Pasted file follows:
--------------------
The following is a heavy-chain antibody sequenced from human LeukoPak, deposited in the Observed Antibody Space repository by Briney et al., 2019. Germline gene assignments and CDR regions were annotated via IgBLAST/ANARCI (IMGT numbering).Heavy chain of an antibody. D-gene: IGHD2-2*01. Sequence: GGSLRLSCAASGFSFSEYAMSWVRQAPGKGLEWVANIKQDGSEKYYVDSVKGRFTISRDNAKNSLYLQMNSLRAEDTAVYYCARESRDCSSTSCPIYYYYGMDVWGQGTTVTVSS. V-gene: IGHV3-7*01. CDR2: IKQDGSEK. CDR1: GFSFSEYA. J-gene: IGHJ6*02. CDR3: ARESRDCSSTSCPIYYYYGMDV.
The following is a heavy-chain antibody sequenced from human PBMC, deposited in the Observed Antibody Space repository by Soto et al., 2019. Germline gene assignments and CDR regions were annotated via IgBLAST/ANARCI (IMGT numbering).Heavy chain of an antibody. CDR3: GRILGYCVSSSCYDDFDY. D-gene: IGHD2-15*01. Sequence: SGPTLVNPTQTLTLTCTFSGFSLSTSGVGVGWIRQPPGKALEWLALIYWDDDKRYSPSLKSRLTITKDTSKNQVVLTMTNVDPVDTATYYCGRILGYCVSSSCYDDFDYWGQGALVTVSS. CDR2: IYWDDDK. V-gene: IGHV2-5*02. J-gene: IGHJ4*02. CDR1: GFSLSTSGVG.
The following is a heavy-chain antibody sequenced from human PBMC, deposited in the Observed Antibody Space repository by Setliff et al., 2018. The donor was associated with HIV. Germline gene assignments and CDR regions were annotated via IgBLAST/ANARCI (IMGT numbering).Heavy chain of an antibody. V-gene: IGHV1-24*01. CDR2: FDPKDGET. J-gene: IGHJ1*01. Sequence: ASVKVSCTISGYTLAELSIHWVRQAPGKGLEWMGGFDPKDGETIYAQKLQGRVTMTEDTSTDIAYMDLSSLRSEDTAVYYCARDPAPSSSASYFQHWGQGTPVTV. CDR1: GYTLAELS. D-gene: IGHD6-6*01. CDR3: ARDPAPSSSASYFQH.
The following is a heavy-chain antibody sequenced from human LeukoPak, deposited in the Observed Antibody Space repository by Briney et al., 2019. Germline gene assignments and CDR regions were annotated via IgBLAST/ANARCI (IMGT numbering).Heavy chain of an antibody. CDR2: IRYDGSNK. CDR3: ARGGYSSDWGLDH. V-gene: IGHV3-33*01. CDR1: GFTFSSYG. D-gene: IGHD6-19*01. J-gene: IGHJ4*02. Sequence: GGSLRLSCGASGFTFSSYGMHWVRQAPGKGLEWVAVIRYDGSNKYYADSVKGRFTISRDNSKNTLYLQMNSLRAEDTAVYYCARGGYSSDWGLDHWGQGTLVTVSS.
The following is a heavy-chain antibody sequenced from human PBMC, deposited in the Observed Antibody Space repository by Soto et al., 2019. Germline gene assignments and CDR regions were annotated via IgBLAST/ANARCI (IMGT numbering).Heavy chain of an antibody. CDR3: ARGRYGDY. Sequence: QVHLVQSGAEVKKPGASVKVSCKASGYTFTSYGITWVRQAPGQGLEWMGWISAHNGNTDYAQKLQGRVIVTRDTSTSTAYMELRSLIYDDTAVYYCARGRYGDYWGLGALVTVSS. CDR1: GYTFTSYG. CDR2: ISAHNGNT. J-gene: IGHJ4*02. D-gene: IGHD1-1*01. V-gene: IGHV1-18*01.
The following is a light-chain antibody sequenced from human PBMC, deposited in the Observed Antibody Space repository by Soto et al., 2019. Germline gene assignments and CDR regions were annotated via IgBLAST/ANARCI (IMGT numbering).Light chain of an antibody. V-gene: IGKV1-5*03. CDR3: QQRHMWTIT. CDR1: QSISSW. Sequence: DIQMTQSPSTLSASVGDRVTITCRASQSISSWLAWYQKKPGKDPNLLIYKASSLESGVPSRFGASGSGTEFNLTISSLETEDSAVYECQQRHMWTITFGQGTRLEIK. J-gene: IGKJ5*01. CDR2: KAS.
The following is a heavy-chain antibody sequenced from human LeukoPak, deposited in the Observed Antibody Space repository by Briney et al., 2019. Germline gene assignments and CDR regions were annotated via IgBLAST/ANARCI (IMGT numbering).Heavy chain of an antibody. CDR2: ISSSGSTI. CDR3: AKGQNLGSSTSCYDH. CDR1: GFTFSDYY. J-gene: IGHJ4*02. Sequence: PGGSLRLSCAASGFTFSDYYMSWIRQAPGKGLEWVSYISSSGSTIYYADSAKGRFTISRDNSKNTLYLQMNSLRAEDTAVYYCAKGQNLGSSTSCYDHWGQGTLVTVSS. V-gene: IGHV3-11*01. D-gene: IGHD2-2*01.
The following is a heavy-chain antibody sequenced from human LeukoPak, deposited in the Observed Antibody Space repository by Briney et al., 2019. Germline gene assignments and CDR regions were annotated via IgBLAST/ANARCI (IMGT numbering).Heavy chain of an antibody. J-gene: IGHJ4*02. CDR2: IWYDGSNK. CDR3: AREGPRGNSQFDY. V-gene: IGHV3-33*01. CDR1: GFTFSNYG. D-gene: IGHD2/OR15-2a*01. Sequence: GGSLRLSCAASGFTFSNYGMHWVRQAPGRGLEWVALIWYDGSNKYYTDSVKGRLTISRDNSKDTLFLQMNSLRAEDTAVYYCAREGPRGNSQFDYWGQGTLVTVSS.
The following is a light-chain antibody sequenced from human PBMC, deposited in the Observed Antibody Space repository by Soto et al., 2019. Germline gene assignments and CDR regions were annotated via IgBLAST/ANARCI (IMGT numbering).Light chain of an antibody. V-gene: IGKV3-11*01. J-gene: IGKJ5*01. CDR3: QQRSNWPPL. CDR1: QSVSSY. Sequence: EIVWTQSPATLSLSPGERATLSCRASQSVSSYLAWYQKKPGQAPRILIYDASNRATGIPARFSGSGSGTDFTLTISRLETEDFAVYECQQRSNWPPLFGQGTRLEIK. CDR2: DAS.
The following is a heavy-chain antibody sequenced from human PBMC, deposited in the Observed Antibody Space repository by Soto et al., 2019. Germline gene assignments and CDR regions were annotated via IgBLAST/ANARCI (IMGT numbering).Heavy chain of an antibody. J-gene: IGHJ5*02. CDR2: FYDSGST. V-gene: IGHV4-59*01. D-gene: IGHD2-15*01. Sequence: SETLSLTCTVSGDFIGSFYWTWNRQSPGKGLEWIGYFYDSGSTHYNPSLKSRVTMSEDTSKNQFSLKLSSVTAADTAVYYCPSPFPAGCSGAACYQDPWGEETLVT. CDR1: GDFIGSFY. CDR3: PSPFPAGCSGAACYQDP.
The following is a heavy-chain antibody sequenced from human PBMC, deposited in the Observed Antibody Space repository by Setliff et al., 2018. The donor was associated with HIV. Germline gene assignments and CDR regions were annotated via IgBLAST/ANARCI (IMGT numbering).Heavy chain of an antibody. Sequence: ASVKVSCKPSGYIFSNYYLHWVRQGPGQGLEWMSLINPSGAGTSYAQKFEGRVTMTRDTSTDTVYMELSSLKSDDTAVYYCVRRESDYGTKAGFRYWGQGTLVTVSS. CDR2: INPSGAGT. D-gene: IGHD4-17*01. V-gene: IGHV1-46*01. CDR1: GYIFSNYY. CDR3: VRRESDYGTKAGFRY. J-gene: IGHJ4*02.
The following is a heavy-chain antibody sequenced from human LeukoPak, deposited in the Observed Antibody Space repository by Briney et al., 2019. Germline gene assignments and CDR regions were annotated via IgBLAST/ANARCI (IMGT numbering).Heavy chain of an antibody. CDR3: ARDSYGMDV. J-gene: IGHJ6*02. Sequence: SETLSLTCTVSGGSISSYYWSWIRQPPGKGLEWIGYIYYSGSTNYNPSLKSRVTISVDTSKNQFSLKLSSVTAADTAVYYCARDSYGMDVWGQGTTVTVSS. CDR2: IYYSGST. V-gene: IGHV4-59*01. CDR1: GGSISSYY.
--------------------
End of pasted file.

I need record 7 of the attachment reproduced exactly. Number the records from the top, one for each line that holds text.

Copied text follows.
The following is a heavy-chain antibody sequenced from human LeukoPak, deposited in the Observed Antibody Space repository by Briney et al., 2019. Germline gene assignments and CDR regions were annotated via IgBLAST/ANARCI (IMGT numbering).Heavy chain of an antibody. CDR2: ISSSGSTI. CDR3: AKGQNLGSSTSCYDH. CDR1: GFTFSDYY. J-gene: IGHJ4*02. Sequence: PGGSLRLSCAASGFTFSDYYMSWIRQAPGKGLEWVSYISSSGSTIYYADSAKGRFTISRDNSKNTLYLQMNSLRAEDTAVYYCAKGQNLGSSTSCYDHWGQGTLVTVSS. V-gene: IGHV3-11*01. D-gene: IGHD2-2*01.